After almost thirty years of bringing a wide variety of exciting and innovative artists to the stage at the corner of West 4th and Mercer, The Bottom Line will be closing its doors for the last time today.
We would like to take this opportunity to thank all of our extraordinary friends and supporters who have rallied around us during these difficult last six months: our incredible staff who are like family, the wonderful musicians who have vowed not to let our legacy be forgotten, and the kindness of strangers who created websites, wrote letters, signed petitions, sent gifts, bought T-shirts and came to the club to show their support.
Most of all, we want to thank our families for making a very painful and surreal experience a bit more bearable. We would not have been able to get through this without your love and support.
When we opened The Bottom Line on February 12, 1974, our goal was to create a Music Room not a jazz, rock or folk club but a venue where many different genres could find an audience. The Bottom Line has always been about the music, and we find fulfillment in knowing that we have stayed the course and remained true to our vision.
Most importantly, we are proud to have provided a stage where new acts grew to become familiar friends, where unknown acts became super stars, where pioneers and innovators could stake their claim, where acts who were tentative could fail, fall on their faces and then could come back and learn to do it the right way, where established acts who were no longer the flavor of the month could maintain their dignity and nurture their creativity from a loyal audience who would sit and listen to every note in the intimacy of The Bottom Line and then react as if they were in a stadium 10,000 times its size, where artists who had lost their way could find an audience who were not judgmental but always open to something new because they love the music, and it was a stage where artists who only drew dozens of people were encouraged to build an audience that ultimately extended to lines around the block, and it was always there for artists who deserved to be heard because of their amazing talent as opposed to their box office draw. For all those things and more, the stage at The Bottom Line was special.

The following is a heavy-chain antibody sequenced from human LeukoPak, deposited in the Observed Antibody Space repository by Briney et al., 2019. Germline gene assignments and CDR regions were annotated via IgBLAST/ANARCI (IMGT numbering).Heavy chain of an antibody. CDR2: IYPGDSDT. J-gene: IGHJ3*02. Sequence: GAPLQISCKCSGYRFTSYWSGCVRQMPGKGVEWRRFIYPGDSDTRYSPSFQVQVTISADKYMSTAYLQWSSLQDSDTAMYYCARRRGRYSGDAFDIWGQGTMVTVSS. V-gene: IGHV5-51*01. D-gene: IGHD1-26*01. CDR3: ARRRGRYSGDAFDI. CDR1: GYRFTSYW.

We hope that The Bottom Line has meant something in your lives, and it has given you as much joy as it has for us in presenting the extraordinary artists that have performed on our stage. We take enormous pleasure in knowing that over the last thirty years we have increased the world's potential for music.
Allan and Stanley
January 22, 2004